The network environment 200 includes the electronic devices 102A-F and illustrates a forwarding rules table 202 that is stored at the electronic device 102C. As discussed above, using label switching in the network environment 100, data packets transmitted from the electronic device 102A to the electronic device 102F, may be routed via one of four different switching paths: (1) 102A-C-E-F; (2) 102A-B-C-E-F; (3) 102A-C-D-E-F; or (4) 102A-B-C-D-E-F. Thus, the electronic device 102C stores four forwarding rules, e.g. in a routing table, that indicates the appropriate label switching to be performed on received packets.

The first forwarding rule indicates that packets received over ingress port 0 (or interface 0) that have label 0 should be transmitted over egress port 0 (or interface 0) with label 0. The second forwarding rule indicates that packets received over ingress port 0 with label 1 should be transmitted over egress label 1 with label 1. The third forwarding rule indicates that packets received over ingress label 1 with label 0 should be transmitted over egress port 0 with label 0. The fourth forwarding rule indicates that packets received over ingress label 1 with label 1 should be transmitted out of egress label 1 with label 1. The other electronic devices 102A,B,D-F may also store routing tables with the appropriate forwarding rules such that the electronic devices 102A,B,D-F can route/forward received packets based at least in part on the labels embedded in the received packets and/or the ingress port over which the packets were received.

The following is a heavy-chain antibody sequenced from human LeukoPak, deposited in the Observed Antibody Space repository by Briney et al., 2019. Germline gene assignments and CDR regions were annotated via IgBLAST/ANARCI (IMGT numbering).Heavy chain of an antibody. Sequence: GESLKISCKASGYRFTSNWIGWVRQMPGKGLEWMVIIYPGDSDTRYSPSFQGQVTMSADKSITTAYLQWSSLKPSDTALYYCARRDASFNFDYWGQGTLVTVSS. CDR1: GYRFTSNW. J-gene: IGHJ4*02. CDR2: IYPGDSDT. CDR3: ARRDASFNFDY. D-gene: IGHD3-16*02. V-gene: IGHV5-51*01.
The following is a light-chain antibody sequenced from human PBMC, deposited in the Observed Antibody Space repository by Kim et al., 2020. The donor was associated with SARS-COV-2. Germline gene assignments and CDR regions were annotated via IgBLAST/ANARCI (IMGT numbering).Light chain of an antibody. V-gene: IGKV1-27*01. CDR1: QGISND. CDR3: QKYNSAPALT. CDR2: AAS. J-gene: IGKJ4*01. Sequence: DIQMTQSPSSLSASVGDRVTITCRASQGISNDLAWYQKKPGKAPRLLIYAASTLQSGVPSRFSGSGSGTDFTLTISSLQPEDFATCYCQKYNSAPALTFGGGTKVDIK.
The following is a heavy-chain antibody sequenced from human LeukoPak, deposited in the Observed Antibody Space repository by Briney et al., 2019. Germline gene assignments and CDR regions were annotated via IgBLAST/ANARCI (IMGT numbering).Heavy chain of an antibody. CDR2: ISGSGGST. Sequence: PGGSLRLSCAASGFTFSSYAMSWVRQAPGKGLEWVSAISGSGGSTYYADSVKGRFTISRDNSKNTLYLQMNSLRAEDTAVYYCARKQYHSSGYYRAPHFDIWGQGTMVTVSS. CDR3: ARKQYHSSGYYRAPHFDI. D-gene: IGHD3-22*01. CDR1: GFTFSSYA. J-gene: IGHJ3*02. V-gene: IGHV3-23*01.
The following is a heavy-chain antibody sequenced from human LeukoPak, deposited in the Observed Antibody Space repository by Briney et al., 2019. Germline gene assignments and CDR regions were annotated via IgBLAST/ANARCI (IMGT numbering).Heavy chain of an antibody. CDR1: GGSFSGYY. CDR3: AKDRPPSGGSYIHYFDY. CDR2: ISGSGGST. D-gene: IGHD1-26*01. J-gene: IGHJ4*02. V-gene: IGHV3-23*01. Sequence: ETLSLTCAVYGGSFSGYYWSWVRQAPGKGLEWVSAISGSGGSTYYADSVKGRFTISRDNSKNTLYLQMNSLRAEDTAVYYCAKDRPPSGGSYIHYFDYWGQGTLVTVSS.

FIG. 3 illustrates an example network environment 300 utilizing multiple channels and/or streams in which low-latency packet forwarding may be implemented in accordance with one or more implementations. Not all of the depicted components may be required, however, and one or more implementations may include additional components not shown in the figure. Variations in the arrangement and type of the components may be made without departing from the spirit or scope of the claims as set forth herein. Additional components, different components, or fewer components may be provided.